Waitrose Speyside 10 Year Old Single Malt

Review Whisky

3.5 stars

Supermarket own brands are nothing new in the world of whisky, but I have to say they rarely look as smart at Waitrose’s new range of own-label whisky.

Waitrose Single Malts

Produced in partnership with Ian Macleod, these three bottlings cover three Scotch whisky regions – Speyside, Islay and Highland – and are all priced around the £30 mark (with a 20% discount until 11th February).

The similarity of that pricing is a little surprising. On the face of it, a 16 Year Old Highland represents good value at £32, but £29 for a 10 Year Old Speyside feels distinctly “premium”. That said, age is hardly the only indicator of quality – indeed, it can (and should) be argued that we focus too obsessively on the age statement of whisky – so it’s only fair to judge each whisky on its taste.

Waitrose Speyside 10 Year Old

The Speyside 10 Year Old comes from “a 100 year old distillery” somewhere in the region and is aged in a mixture of bourbon and sherry casks. The sherry ageing certainly shows through in the colour, with the whisky being a rich amber.

The nose is surprisingly heavy with pure alcohol – pronounced enough for me to double-check the 40% ABV strength – that makes other aromas initially hard to distinguish.

Allowed to air a little, more details become apparent. Wet oak barrels with an almost musty tone slowly yield to the crisp, caramel sweetness of toffee apples and just a hint of toast at the end.

Water knocks the alcohol way back, and much of the sweetness with it. There is still the aroma of crisp green apples, and freshly cut hay drying in the hot summer sun.

In the mouth, the alcohol is far less pronounced than the nose suggests. Initially sugar sweet, more toffee flavours appear along with a slightly rough, raw grain character. It’s not a long-lived dram, but the short finish has a slightly astringent feel that erases the rawness while bringing the sweetness back into play.

Watered, it’s still sweet but much more toffee than sugar. The raw grain has all but vanished, and the finish becomes longer and gentler, with just a touch of pepper on the tip of the tongue.

I don’t drink nearly enough Speyside to make an intelligent guess as to the distillery this comes from, but I’m not sure it matters anyway. It’s not particularly complex, and taken neat there’s a rawness that I’m not a big fan of – but with a splash of water it becomes a simple, very drinkable dram and I think that, for £29, it represents solid value. 3.5 stars.

Many thanks to Waitrose for providing this whisky to sample.

6 Comments

A

Thanks for the review, Pete. I suspect the Speyside is Tamdhu, as Ian Macleod own the distillery. Sadly, I cannot see the Islay malt being heavily peated, so I do not intend to buy it. The Highland one interests me though – I look forward to your thoughts on it.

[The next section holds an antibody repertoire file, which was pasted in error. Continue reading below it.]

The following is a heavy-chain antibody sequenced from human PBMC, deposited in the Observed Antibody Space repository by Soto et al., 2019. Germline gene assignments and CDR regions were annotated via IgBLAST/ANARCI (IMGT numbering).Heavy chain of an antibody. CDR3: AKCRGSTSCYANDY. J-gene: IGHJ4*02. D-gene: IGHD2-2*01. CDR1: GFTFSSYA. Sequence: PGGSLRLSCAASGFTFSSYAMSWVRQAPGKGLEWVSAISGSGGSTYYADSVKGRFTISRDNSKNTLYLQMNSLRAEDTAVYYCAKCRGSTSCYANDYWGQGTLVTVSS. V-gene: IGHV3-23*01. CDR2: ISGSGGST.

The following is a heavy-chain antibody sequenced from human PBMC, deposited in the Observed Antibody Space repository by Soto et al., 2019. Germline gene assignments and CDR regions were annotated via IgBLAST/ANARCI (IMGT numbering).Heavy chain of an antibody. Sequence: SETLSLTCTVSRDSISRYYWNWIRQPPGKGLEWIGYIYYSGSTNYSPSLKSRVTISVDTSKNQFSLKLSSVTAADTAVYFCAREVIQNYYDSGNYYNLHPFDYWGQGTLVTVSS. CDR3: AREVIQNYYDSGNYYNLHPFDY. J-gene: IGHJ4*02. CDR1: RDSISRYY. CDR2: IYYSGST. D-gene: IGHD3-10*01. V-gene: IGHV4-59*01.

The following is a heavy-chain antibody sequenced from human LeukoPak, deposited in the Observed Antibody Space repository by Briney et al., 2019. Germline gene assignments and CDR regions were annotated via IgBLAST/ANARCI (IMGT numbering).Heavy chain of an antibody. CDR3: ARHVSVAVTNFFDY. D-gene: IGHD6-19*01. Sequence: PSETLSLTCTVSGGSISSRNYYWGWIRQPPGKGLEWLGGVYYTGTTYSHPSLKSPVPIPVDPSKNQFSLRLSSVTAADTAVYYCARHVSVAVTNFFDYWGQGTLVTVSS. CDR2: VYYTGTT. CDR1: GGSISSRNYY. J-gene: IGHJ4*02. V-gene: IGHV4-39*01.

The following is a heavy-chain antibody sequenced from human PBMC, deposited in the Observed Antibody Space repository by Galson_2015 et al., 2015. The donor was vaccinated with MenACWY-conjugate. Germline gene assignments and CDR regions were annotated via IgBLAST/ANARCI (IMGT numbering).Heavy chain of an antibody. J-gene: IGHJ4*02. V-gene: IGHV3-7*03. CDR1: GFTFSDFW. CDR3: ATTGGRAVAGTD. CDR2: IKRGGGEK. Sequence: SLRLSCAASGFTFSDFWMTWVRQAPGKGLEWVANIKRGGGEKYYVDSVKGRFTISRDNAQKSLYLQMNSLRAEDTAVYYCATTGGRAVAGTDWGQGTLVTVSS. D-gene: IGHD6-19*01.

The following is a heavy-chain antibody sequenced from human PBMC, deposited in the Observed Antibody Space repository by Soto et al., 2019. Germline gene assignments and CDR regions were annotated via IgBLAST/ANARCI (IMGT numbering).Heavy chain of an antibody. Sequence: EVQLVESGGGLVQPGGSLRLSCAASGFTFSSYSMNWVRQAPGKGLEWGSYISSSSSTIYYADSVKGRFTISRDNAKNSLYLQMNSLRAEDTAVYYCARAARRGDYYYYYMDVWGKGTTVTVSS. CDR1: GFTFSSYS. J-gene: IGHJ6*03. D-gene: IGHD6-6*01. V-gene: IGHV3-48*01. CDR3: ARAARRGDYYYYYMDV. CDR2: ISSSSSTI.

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petedrinks

My assumption was that Tamdhu was a likely distillery – it’s the right age and, as you say, owned by Macleod. But I don’t know Speyside well enough to say that with confidence 🙂

I have a similar fear on the Islay front, so it will be very interesting to see if Waitrose has embraced the true nature of that island!

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A

Pete,

I took a wild guess – I’ve only ever had one Speyside malt (Aberlour). The Highland malt could be Glengoyne – again, a wild guess. Also, the Waitrose Wine Specialist told me the Speyside malt is 43% – strange.

Regarding the Islay malt – reading this: “Distilled on the coast of Islay, and matured in the finest American and European oak bourbon casks. Made with 100% peated malt for the unmistakable smoky style. Medicinal, soft spice flavours with lingering peat smoke are balanced with toasted oak and gentle vanilla sweetness.” leads me to retract my statement – sort of.

The light-to-medium Islays are not medicinal, and don’t really linger, either. And the unmistakeable smoky line – I actually think it’s Laphroaig. I’m not sure if Laphroaig ‘features’ vanilla or spice though (Quarter Cask for vanilla aside). Do Laphroaig use American and European oak, do you know?

If it is Laphroaig – I’m in!

Reply
petedrinks

Laphroaig certainly do use American and European oak, so it’s possible. I’ll try to make an intelligent guess in next week’s post 🙂

On the ABV front, all three bottles are definitely labelled as 40%.

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A

Pete,

I look forward to it! Waitrose have been a bit clueless in regards to my questions to be honest – not impressed.

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A

Also, Glengoyne is, like Tamdhu, owned by Ian Macleod. I read somewhere that the Waitrose Highland malt says on the bottle the distillery is 180 years old. Glengoyne was founded in 1833. Considering a 15 year old OB of Glengoyne is around £45, £25.60 (never mind £32), the Waitrose Highland malt is a steal. Oddly, Waitrose make no mention of Sherry casks – seems no Glengoyne OB’s use only one cask type, which the Waitrose one apparently does.

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